Intro to AWS Lambda

AWS Lambda

AWS has a great set of tools for running your application in the cloud. One of them Amazon calls Lambda.

Intro to Lambda

As the service’s name suggests, Lambda is about executing one function with arguments, processing and returning some output. It has an attractive pricing model, as AWS charges you for each started 100ms execution time along with the cost for allocated memory. Each execution has five minutes before timing out. There is also a limitation in memory, up to 1.5GB.

Creating a sample Lambda function

To create a new function, you need to open AWS console from a browser. You can upload Lambda functions from a terminal console, but let’s keep things simple and execute it from the visual editor.

Let’s head to the Lambda home page. The first time you open the page, AWS presents to you a default screen where you can get started with the AWS Lambda service.

Go ahead and click the Get Started Now button in the middle.

This view offers you various of blueprints. I strongly encourage you to check them all afterwards. There is plenty of sample examples, so it is one of the great ways to start looking into the service.

For now let’s start with something plainly simple: creating a function which takes our input and displays it in the console. Click the Skip button at the bottom right-hand corner of the page:

That takes you to the page where you can preconfigure triggers. Triggers are responsible for starting a function for a certain action. Lambda is a little tightly coupled to other AWS services, and we definitely can take advantage of this. When you click on the square with a greyish striped border, you are presented with a list of other services which can execute the function when there is the event.

For instance, such event can be a new file uploaded to S3 or a request made to the API Gateway service. There are lots of possibilities, and that is great. As Lambda offers scalability, you might find that Lambda can act as a scalable back-end for a huge amount of requests.

Let’s click the Next button and move the section about configuring a new function. For this case, we use Node.js 4.3. Add a descriptive name for the function, e.g.ProcessingTestData, create a dummy description, the description is required.

Now you can create the code. Right now there are three ways to put your code into Lambda:

  • Upload zipped files
  • Online editor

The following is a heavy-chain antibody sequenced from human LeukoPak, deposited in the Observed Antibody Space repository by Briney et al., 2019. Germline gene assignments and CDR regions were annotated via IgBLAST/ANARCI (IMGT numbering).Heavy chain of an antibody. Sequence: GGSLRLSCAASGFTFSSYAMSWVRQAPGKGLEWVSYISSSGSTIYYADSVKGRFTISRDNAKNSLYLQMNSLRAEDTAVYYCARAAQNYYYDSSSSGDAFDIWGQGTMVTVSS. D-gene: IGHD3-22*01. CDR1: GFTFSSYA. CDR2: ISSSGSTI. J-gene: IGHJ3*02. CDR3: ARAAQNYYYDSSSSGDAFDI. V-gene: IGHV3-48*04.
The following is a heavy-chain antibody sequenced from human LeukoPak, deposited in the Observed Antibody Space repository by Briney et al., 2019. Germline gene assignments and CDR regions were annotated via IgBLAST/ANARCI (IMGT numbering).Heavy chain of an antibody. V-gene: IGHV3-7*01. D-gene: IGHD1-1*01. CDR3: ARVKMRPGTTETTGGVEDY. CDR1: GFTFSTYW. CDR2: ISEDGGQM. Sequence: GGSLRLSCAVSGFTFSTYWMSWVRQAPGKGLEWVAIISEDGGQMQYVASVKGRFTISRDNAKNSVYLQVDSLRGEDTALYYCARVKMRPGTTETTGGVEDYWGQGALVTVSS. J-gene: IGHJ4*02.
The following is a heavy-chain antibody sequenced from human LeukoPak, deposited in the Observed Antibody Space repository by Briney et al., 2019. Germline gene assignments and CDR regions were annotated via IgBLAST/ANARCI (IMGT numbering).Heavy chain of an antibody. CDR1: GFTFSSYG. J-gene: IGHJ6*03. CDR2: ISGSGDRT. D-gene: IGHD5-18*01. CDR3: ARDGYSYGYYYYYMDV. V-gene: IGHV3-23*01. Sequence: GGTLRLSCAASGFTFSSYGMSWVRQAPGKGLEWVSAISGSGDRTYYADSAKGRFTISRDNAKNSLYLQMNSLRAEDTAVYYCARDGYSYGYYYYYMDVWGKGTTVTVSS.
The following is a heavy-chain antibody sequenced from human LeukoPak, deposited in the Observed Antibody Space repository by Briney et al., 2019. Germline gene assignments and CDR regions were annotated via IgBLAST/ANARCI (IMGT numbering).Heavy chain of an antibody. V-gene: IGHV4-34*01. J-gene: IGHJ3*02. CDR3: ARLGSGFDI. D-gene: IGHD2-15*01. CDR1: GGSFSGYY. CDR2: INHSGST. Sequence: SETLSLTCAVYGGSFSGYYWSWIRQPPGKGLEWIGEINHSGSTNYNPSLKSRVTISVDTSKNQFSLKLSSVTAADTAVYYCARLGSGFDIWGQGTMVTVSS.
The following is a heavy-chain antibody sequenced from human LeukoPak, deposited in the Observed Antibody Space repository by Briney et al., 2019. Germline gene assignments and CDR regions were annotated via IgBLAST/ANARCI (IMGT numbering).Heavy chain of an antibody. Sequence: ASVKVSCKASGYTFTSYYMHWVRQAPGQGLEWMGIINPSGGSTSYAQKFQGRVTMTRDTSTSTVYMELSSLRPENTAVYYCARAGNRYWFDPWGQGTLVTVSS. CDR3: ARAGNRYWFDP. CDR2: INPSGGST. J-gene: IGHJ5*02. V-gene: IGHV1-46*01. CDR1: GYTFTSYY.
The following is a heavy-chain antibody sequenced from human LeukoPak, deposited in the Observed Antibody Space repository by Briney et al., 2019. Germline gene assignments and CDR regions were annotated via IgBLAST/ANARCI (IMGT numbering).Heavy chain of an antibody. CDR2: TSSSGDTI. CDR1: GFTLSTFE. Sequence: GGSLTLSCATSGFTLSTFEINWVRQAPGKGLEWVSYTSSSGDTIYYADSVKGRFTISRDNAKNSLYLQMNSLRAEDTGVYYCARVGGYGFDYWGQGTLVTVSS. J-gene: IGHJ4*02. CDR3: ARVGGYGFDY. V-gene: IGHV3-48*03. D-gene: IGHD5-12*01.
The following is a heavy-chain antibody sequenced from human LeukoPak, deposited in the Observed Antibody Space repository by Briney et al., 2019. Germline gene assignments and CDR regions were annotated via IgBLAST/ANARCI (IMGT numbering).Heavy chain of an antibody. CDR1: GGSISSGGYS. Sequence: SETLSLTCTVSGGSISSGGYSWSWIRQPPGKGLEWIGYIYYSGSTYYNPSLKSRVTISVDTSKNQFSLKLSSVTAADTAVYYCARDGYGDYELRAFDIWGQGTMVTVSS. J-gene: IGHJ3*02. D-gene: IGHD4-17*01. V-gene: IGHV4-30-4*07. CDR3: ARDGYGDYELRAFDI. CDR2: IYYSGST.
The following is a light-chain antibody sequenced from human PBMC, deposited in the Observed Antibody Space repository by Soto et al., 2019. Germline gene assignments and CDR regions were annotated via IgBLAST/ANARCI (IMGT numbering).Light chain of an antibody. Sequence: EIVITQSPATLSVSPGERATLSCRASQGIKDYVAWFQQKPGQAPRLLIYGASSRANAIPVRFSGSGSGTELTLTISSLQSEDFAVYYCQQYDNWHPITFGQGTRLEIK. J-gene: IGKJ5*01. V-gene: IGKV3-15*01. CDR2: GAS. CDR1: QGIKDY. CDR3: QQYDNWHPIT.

• Use link to uploaded zipped files to S3

Let’s keep this plainly and edit the function in the browser.

Function structure

Lambda requires having exported a function handler which can take up to three params:

  • event – data passed while executing the function
  • context – useful info about runtime
  • callback – used for returning data to the caller

Function template created by AWS:

Let’s display in the console log our first name, last name and company. Then let’s return to the caller our secret password passed from the event object:

We can use console.log, and AWS stores Lambda logs in the CloudWatch service.

Now let’s create a new role from the template and assign it appropriate Role name:

In the next section, you can configure memory, timeout and VPC.

Let’s stick to the default settings. Then click the Next button.

Now you can see a concise summary of settings for the Lambda instance. Let’s go and click Create function. It takes a while, but after a few seconds AWS redirects you to the page where you can see the function and play with that:

Now we are interested in the Test button. The first time you click the button, it opens a modal box, where you can specify dummy data for executing given function. It is an excellent way to test a new or existing functions:

It is time to edit the dummy data. Our function requires a few params, like in the screen:

After filling it, click the Save and test button in the bottom right-hand corner. AWS executed the function with provided params, and we can see it immediately in the area below code editor:

Congratulations! You executed your first AWS Lambda function. Now it is time to put this knowledge into practice. Go ahead and create a few AWS functions, connect it with S3 or API Gateway. Play with the samples provided in the new AWS Lambda screen view.

simon – blog

Simon is a lead developer responsible for designing and building application’s architecture from the ground up. As a mentor and a testing advocate, he supports other developers in their efforts to design software applications with code optimization and scalability in mind. He enjoys leading teams and discussing with clients issues concerning technical recommendations and possible adjustments to requirements.